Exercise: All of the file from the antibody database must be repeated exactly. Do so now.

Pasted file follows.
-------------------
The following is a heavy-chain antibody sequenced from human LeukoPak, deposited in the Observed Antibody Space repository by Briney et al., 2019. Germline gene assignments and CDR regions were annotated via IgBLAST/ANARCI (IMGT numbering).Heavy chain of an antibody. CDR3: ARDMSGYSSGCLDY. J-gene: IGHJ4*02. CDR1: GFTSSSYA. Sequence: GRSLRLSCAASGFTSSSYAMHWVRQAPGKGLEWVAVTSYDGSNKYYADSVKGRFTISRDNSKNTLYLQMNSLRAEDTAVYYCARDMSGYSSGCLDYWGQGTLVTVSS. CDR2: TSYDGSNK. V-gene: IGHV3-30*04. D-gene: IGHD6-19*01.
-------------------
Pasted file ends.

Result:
The following is a heavy-chain antibody sequenced from human LeukoPak, deposited in the Observed Antibody Space repository by Briney et al., 2019. Germline gene assignments and CDR regions were annotated via IgBLAST/ANARCI (IMGT numbering).Heavy chain of an antibody. CDR3: ARDMSGYSSGCLDY. J-gene: IGHJ4*02. CDR1: GFTSSSYA. Sequence: GRSLRLSCAASGFTSSSYAMHWVRQAPGKGLEWVAVTSYDGSNKYYADSVKGRFTISRDNSKNTLYLQMNSLRAEDTAVYYCARDMSGYSSGCLDYWGQGTLVTVSS. CDR2: TSYDGSNK. V-gene: IGHV3-30*04. D-gene: IGHD6-19*01.